Written by: Paul Dickson, Independent Historian
By the end of this section, you will:
- Explain the causes of the Great Depression and its effects on the economy
Use this narrative with the Photographs: The Dust Bowl and Rural Poverty, 1936-1937 Primary Source to have students analyze the impact of poverty during the Great Depression.
On May 11, 1934 an enormous dust storm, 1,500 miles long and 600 miles wide, was moving eastward across the Great Plains, eventually depositing 12 million pounds of dust on Chicago – four pounds for each person in the city. The particles from this storm were not the relatively insignificant kind that normally accumulate around the average house, but rather a total of 300 million tons of topsoil, parched to dust by drought and blown out of the Great Plains by a strong storm system that originated on the west coast.
The storm quickly moved into the cities to the east like Toledo, Cleveland, and Buffalo and then to the Eastern Seaboard. In some locales, the dust was so deep on the roads that snowplows were brought out to clear them. The storm took six hours to pass over Manhattan when it arrived there, and it brought the city to a halt. Cab drivers had to stop to remove dirt from their windshields, and commercial airplanes were grounded because of low visibility and fears that engines choked with dust would fail. In Boston, an airplane owned by the Massachusetts Institute of Technology ventured into the storm and found that it extended over three miles (17,000 feet) into the upper atmosphere.
In its wake, the storm left a massive clean-up effort and bold headlines. “Huge Dust Cloud, Blown 1,500 Miles, Dims City 5 Hours” was the banner in the next morning’s New York Times. The Boston Globe carried a front-page story reading, “Vast Dust Blanket Over New England.” The storm then blew out to sea, where people on ocean liners hundreds of miles from land saw the monster black clouds of dust billowing up from the west. One tanker captain operating many miles off Cape Hatteras, North Carolina, reported that his ship was completely covered with a fine blanket of reddish-brown soil.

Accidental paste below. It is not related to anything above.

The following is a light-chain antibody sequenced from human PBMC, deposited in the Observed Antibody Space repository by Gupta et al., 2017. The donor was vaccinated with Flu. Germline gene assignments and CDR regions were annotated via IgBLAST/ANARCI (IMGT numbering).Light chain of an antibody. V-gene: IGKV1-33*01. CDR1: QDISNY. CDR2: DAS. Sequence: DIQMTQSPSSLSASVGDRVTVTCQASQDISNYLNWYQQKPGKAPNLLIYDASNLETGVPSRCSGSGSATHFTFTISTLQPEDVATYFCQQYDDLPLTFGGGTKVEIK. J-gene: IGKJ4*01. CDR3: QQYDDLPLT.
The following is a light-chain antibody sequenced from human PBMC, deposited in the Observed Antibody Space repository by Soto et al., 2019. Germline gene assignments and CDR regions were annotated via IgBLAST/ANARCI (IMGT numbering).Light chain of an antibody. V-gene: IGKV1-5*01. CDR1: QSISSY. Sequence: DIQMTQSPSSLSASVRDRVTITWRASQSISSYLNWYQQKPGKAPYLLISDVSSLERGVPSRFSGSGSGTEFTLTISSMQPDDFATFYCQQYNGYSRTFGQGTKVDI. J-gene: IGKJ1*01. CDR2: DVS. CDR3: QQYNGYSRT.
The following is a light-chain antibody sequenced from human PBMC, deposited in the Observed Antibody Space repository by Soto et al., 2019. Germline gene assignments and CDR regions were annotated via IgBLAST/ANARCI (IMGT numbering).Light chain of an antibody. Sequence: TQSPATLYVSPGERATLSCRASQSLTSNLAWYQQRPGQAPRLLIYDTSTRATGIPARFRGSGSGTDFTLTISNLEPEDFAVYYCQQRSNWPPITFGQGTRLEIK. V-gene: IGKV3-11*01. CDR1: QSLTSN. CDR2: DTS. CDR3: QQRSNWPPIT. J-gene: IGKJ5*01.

This was neither the first nor the last of the many dust storms of the 1930s, but it was the one that got the nation’s attention – the one that allowed people in the east from Richmond, Virginia, all the way north to the Canadian border to actually see, taste, and smell the phenomenon, and to suffer the respiratory distress that came along with it.
This storm was also the one that spurred legislation allowing a first step to be taken to alleviate the situation and give the dying Great Plains a new lease on life. The storm hit Washington, DC, just as testimony was being given by presidential advisor Hugh Bennett, who headed the Soil Erosion Service, a temporary government agency created to thwart the very conditions that had led to the dust storms. Bennett’s group was about to run out of money, and he was asking for new funding as well as a permanent agency to deal with soil conservation. Quickly, Congress passed legislation to create the Soil Conservation Service, which still exists today as the Natural Resources Conservation Service.
The most disastrous storm yet struck the Midwest on April 14, 1935, earning that day the name “Black Sunday” and causing a writer for the Associated Press to coin the term “Dust Bowl” to describe the area where these storms originated and did the greatest damage. Crops were being destroyed and, in some cases, the dust was piling up and drifting like snow, burying homes and farm buildings.